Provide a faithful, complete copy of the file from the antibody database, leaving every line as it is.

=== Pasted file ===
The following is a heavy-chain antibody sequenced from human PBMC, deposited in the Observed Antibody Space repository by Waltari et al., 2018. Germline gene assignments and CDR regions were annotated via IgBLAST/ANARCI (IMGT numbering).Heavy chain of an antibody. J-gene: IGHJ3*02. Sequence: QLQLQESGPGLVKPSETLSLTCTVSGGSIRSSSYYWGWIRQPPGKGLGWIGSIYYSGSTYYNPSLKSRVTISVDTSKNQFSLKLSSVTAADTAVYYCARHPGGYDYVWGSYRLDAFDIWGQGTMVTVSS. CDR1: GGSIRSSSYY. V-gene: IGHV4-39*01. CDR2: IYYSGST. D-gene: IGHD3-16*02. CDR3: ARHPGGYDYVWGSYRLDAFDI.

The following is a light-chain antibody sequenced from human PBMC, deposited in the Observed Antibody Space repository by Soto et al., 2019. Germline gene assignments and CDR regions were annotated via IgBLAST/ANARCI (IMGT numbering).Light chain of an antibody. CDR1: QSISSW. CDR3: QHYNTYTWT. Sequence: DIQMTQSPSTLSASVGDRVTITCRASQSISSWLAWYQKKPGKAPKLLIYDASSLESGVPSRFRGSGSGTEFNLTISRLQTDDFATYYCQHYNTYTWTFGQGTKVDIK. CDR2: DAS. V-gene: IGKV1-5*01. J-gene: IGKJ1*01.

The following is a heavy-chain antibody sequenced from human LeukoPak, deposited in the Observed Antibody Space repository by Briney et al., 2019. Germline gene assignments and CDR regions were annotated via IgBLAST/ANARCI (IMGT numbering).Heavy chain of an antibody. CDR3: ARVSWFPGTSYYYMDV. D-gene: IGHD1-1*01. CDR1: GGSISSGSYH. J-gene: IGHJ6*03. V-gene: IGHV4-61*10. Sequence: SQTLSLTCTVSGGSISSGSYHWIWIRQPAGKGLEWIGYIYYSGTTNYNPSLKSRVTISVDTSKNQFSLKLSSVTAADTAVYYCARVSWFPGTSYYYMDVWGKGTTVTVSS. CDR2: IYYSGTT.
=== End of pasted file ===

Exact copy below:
The following is a heavy-chain antibody sequenced from human PBMC, deposited in the Observed Antibody Space repository by Waltari et al., 2018. Germline gene assignments and CDR regions were annotated via IgBLAST/ANARCI (IMGT numbering).Heavy chain of an antibody. J-gene: IGHJ3*02. Sequence: QLQLQESGPGLVKPSETLSLTCTVSGGSIRSSSYYWGWIRQPPGKGLGWIGSIYYSGSTYYNPSLKSRVTISVDTSKNQFSLKLSSVTAADTAVYYCARHPGGYDYVWGSYRLDAFDIWGQGTMVTVSS. CDR1: GGSIRSSSYY. V-gene: IGHV4-39*01. CDR2: IYYSGST. D-gene: IGHD3-16*02. CDR3: ARHPGGYDYVWGSYRLDAFDI.

The following is a light-chain antibody sequenced from human PBMC, deposited in the Observed Antibody Space repository by Soto et al., 2019. Germline gene assignments and CDR regions were annotated via IgBLAST/ANARCI (IMGT numbering).Light chain of an antibody. CDR1: QSISSW. CDR3: QHYNTYTWT. Sequence: DIQMTQSPSTLSASVGDRVTITCRASQSISSWLAWYQKKPGKAPKLLIYDASSLESGVPSRFRGSGSGTEFNLTISRLQTDDFATYYCQHYNTYTWTFGQGTKVDIK. CDR2: DAS. V-gene: IGKV1-5*01. J-gene: IGKJ1*01.

The following is a heavy-chain antibody sequenced from human LeukoPak, deposited in the Observed Antibody Space repository by Briney et al., 2019. Germline gene assignments and CDR regions were annotated via IgBLAST/ANARCI (IMGT numbering).Heavy chain of an antibody. CDR3: ARVSWFPGTSYYYMDV. D-gene: IGHD1-1*01. CDR1: GGSISSGSYH. J-gene: IGHJ6*03. V-gene: IGHV4-61*10. Sequence: SQTLSLTCTVSGGSISSGSYHWIWIRQPAGKGLEWIGYIYYSGTTNYNPSLKSRVTISVDTSKNQFSLKLSSVTAADTAVYYCARVSWFPGTSYYYMDVWGKGTTVTVSS. CDR2: IYYSGTT.